gets everything backwards, because it’s doing the conservation work that makes me hopeful. It’s not hope that makes me
do the conservation work. The best solace is activism, and if you feel bad, if you
feel depressed, get out. Do something. Take an action. You’re gonna feel better,
you’re gonna feel energized and it’s what the world needs. That’s been pretty much
our motto from day one. – Now, from our Far Afield series, this is Kate Meyer with, Our Bodies Become These Vessels. A live, collaborative,
painting and performance piece about the long lasting impact of intimate partner violence and trauma. (somber music) – Often, our bodies become these vessels for harboring so many feelings that we can’t distinguish which ones are which, or what for. Tingling, masking our guilt and shame for not keeping them safe, numb when the pain and the panic set in, restless and tired all at once, with aches and anxiety deep in that hole in
the pit of our stomachs, and the depths of our
chest, and we hate them. These bodies that trigger
and trap us inside. These bodies that feel nothing,
and everything all at once. These cracked shells that
are supposed to protect us, but can’t do their jobs of fighting when it’s time to fight, of fleeing when it’s time to flee, and we hold it all inside and it eats away like an acid bath that washes over and cleans us out until we
are nothing but a hollow. You can hear the wind whistle through because we become these vessels for harboring our
feelings that are mirrored and reexperience over,
and over on the flesh and on the skin, and in the bones because our bodies become these vessels. – [Tim] To see more of Kate
Meyers performance art, you can visit our website at azpm.org and search for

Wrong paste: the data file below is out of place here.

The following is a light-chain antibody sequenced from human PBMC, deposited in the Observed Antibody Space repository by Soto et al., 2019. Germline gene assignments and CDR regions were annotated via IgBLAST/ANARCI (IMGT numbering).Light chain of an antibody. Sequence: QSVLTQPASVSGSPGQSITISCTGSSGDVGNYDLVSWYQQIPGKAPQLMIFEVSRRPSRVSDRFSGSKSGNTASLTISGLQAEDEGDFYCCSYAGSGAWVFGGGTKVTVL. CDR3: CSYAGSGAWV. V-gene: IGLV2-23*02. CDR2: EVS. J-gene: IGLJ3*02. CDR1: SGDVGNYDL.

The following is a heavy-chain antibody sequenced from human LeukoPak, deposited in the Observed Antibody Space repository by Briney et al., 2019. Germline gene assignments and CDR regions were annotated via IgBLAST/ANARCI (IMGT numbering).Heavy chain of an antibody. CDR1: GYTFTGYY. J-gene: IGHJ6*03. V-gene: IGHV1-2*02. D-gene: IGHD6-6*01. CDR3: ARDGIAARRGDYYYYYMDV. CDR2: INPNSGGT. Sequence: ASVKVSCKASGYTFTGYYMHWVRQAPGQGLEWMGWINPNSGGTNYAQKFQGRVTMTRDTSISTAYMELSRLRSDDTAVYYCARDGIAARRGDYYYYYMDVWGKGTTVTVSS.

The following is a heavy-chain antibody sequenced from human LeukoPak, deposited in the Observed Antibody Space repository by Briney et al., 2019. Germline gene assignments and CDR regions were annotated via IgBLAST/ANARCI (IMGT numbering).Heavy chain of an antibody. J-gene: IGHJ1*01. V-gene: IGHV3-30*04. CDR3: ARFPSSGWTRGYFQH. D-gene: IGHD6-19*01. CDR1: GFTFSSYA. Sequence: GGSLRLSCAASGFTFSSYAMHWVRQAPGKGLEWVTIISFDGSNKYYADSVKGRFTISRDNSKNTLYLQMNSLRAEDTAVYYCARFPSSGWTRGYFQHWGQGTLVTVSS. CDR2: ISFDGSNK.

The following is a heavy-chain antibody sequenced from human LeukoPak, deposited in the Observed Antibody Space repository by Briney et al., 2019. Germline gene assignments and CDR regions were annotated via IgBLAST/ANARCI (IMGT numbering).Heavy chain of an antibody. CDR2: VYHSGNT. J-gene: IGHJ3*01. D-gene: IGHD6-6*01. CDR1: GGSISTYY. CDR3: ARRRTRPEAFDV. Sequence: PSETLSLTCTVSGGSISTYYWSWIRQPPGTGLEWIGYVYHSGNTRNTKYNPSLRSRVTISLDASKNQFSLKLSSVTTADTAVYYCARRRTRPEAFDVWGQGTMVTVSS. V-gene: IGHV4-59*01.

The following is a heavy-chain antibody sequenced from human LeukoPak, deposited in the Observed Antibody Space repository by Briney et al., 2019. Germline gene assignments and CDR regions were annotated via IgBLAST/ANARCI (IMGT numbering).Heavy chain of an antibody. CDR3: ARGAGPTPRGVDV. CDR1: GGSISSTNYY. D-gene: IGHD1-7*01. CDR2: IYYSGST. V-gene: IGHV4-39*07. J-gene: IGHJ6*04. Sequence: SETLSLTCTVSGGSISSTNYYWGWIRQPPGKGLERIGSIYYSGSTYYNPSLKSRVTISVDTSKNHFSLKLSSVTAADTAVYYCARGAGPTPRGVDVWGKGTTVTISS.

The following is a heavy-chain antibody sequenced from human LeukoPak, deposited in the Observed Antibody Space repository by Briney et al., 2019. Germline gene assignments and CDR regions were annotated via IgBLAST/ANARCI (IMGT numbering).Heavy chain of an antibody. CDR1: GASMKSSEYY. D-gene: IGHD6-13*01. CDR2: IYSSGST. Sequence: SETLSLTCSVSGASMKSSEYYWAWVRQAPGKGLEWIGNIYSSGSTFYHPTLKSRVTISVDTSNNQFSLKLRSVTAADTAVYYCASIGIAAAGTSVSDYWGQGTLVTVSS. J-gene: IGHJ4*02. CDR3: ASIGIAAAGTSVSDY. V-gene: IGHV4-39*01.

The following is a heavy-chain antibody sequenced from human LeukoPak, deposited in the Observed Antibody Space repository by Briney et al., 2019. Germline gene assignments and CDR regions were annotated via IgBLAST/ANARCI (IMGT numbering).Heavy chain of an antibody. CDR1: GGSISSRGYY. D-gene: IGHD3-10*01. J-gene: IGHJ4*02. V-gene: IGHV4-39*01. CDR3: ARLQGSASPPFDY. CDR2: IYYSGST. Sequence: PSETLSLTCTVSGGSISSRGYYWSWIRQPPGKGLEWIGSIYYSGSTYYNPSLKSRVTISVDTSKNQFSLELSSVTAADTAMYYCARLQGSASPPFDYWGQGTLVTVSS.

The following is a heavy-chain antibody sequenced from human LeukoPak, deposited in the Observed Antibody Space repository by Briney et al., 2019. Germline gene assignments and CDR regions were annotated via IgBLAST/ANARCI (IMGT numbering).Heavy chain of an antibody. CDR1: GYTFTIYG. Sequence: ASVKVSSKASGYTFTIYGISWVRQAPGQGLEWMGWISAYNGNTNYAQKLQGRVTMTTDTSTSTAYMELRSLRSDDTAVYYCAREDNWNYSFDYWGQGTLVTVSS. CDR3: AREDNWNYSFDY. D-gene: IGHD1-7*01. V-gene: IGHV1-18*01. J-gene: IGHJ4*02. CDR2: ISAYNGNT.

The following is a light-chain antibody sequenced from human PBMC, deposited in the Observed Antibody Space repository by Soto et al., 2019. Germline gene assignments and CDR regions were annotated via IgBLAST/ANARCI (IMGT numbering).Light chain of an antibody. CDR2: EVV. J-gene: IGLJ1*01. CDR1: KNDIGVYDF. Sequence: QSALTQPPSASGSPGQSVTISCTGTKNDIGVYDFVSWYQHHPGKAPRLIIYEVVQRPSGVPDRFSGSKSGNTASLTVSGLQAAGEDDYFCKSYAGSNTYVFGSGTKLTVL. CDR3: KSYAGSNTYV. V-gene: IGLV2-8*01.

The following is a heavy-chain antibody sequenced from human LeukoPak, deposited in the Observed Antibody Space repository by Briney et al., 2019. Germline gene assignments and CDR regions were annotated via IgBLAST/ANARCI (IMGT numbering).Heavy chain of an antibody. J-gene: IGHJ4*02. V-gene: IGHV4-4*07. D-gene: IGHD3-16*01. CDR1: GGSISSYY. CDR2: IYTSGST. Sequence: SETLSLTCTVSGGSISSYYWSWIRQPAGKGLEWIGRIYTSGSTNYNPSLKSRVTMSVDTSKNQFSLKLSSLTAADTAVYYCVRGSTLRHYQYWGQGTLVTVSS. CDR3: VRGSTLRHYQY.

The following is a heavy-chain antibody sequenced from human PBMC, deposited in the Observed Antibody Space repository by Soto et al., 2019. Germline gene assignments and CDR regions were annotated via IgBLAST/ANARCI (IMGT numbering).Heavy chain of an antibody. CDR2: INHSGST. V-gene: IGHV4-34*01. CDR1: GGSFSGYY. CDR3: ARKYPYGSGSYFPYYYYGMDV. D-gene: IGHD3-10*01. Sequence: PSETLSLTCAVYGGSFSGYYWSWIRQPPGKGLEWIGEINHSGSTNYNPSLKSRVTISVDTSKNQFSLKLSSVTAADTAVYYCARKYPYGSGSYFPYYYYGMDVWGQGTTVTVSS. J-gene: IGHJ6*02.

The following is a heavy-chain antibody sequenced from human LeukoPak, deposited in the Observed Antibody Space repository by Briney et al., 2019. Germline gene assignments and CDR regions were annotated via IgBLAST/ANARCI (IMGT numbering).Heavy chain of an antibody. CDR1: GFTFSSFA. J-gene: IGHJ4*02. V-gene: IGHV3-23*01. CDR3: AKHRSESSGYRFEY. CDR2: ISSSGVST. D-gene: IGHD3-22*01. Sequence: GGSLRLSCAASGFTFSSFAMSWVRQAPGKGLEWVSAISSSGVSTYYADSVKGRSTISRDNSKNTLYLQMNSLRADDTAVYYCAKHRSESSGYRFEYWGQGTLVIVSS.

our story, A Safe Place. – [Announcer] Like what you
see on Arizona Illustrated? Visit our webpage at azpm.org
to watch and share stories from this and previous episodes, and like us on Facebook,
where you can watch stories, comment, and share your own story ideas. You can also follow us
on Twitter and Instagram, where we share photos
and links about the show, and what’s happening in our community. – In the summer of 2015, we told you the story of
Tucson Barber, Teacher, Mentor and business owner, Ray Campas, the award winning and much revered owner of Hollywood Barber College,
passed away recently. We wanted to share his
story with you again. This is the Hollywood Barber. (upbeat jazz music) – He wants this place to look nice. Everybody has a chore,
so get your chores done. – He’s always watching. He sees everything. He’s always telling us
to stand up straight, don’t slouch, look professional. – I feel like I’m privileged to learn from someone that good. He started just when he was young as me, so hopefully I’ll end up just like him. – Ray? I mean, he’s old school. He’s done it for 50 plus years. – I believe Ray knows everything. (laughs) (applause) – Let’s say you’re walking
in here into the shop. I’m not looking at your shoes, I’m not looking at your clothes. I’m looking at your hair. Picture the hair cut and I tell ’em we’re not selling clothes, we’re not selling shoes. We’re selling hair cuts. My name is Ray Campas, and I’m the owner of
Hollywood Barber College. (click, click, click) Remember the light’s
bud as your guide, okay? I’ll be 81 next month. Start a little lower than that, okay? I been the Teacher for a while. Something like 22 years now, I guess. Put this comb in this corner here. – Oh, I’ve learned everything from Ray. – Very good, very good. – Just watching his techniques. – My name is Carrie Denious, and I am an instructor here
at Hollywood Barber College. The straight razor, you need to make sure that you’re not pushing
– No. too hard down. As a student, I loved it. That’s why I came back. I consider him family. He’s an extraordinary barber. I’ve learned so much. I learn still so much. You’re more susceptible
to chopping it off, so nice and easy. Anytime you watch, you can pick up something
new and different that he might do that